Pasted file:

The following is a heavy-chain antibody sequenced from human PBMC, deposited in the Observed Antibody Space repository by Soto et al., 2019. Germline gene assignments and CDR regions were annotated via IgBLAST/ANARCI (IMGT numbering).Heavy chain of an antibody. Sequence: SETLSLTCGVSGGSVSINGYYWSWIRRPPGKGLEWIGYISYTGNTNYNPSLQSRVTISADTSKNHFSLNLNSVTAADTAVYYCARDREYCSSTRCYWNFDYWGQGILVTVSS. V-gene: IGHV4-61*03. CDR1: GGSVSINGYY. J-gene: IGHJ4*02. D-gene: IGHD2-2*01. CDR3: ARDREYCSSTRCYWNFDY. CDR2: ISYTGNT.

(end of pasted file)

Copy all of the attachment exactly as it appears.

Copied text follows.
The following is a heavy-chain antibody sequenced from human PBMC, deposited in the Observed Antibody Space repository by Soto et al., 2019. Germline gene assignments and CDR regions were annotated via IgBLAST/ANARCI (IMGT numbering).Heavy chain of an antibody. Sequence: SETLSLTCGVSGGSVSINGYYWSWIRRPPGKGLEWIGYISYTGNTNYNPSLQSRVTISADTSKNHFSLNLNSVTAADTAVYYCARDREYCSSTRCYWNFDYWGQGILVTVSS. V-gene: IGHV4-61*03. CDR1: GGSVSINGYY. J-gene: IGHJ4*02. D-gene: IGHD2-2*01. CDR3: ARDREYCSSTRCYWNFDY. CDR2: ISYTGNT.